Cold is a funny thing. We work pretty hard to stay out of it but sometimes it creates the best adventures. It was early June and the season’s first snowfall had just hit the Canterbury high
country. The boat slid off the trailer at Lake Lyndon and the fish-finder displayed a cool 2.9C water temperature. The plan was to throw a mate on a single ski and take some cool photos but it wasn’t looking promising.

Three years earlier, my wife and I had stopped off at the Lake after a similar snowfall. The water was like a mirror, the reflections close to perfect. I had visions of a lone boat cutting up the centre of the lake with a skier crisscrossing behind. From above I pictured the shot, full of contrast as the boat and skier painted their wakes on the glassy reflections like an artist filling in a blank canvas. Today was a different story. It was 10am and the nor’westerly was already starting to chop up the lake. We sped across to the far side where there was a slither of calm water in the lee of the hillside. It was now or never.

Kyle, a good friend I had met while filming for a local hunting guide, climbed into my new 5/4 wetsuit. We lit a fire on the shore so he could thaw out afterwards then we were into it. Since the lake was not exactly mirror calm, we ditched the ski and opted for the wakeboard instead. Jeremy got the boat started and I put the drone in the air. The plan was to stick close to the edge so I could capture the contrasting blue water and white snowy shore. With a carefully timed beach start, Kyle was up without hardly touching the water. Now for the tricky bit.

We headed down the lake to suss out a good spot. The drone was working hard to keep up but it soon revealed a stunning feature of the lake that was only evident from above. In the shallows on the edge of the lake there was a narrow section of sediment before it dropped off into the deep. Looking straight down from the drone it created this brilliant orange strip which ran the length of the shoreline. Maybe our luck was beginning to change after all.

We found a section of shoreline with a big rock jutting out. This was to be Kyle’s target. I hovered the drone over top as Jeremy swung the boat around and lined up parallel to the beach. On my tiny screen, I saw our boat enter the frame, followed by the tiny figure being dragged behind. As Kyle carved towards the rock, I started hitting the shutter. We repeated the shot a few times until the low-battery warning started beeping wildly at me, threatening to land the drone in the lake. It was hard to tell if we had nailed it completely from the tiny iPhone screen that attaches to the drone remote but I was reasonably confident.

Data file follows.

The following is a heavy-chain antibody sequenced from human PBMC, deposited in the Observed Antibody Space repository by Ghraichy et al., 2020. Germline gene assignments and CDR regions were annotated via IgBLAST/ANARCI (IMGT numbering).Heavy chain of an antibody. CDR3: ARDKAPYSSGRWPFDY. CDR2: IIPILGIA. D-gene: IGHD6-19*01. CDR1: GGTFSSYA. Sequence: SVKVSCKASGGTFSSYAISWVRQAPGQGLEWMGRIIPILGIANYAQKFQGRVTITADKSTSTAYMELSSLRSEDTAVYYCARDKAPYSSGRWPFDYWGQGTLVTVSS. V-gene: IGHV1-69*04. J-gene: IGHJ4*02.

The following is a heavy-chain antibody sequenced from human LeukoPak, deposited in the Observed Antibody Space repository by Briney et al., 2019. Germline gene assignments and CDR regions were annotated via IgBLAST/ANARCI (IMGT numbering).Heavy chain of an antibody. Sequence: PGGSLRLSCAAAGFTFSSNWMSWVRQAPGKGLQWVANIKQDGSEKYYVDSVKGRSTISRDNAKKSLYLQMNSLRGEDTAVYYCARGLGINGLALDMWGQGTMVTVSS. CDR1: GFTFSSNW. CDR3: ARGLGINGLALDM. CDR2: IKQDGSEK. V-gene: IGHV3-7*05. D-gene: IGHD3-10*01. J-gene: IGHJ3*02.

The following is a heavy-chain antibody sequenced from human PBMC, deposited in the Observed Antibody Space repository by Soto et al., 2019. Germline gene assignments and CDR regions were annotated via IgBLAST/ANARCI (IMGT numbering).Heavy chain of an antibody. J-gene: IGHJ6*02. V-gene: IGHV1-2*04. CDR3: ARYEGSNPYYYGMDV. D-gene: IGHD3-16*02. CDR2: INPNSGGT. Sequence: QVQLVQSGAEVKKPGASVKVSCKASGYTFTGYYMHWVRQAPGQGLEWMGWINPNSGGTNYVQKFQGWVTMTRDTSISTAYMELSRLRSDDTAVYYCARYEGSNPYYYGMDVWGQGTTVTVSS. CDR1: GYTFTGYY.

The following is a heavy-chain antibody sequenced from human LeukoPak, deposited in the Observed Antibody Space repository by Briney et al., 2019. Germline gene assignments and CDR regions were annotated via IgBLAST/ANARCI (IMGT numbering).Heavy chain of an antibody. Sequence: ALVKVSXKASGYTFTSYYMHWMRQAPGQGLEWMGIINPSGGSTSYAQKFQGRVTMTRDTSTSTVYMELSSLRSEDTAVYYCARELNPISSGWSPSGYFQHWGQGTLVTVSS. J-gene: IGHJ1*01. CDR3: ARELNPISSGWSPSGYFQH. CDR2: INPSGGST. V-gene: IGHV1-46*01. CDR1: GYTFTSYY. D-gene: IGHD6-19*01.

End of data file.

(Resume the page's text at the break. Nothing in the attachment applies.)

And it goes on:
We cranked up the BBQ while Kyle stripped off the precious rubber that had kept him alive for the last 40 minutes. By this time the wind had pushed into our sheltered side of the lake and was really starting to bite. After devouring a couple of venison sausages we packed up and headed for the ute. On the trip home, I wondered what I’d find once I plugged the memory card into the computer. I had been planning this shot for close to two years. You can’t be too idealistic when working with nature because everything is constantly changing. One day the light and your subject might line up just right for that perfect shot; the next day everything seems to be working against you. At least with this shoot, we’d had a bit of an adventure.

Two months later I received an email from New Zealand Geographic saying I’d been selected as a finalist in the Photographer Of The Year awards. I was pretty chuffed with how the selected image from that day turned out and certainly couldn’t have pulled it off without the help of my two crazy mates. Just goes to show I guess, sometimes the best adventures don’t turn out quite the way you envisioned them.

Struan Purdie is a commercial filmmaker and photographer based in Christchurch. You can see more of his work on Facebook or Instagram under the name @earlybirdmedia.

To vote for Struan’s photo, head to the photographer of the year page at The Photographer of the Year finalists are selected from nearly 6000 entries – each a new expression of the environment and society we live in. Struan’s image is also on display at the New Zealand Geographic exhibit at the New Zealand Maritime Museum in Auckland.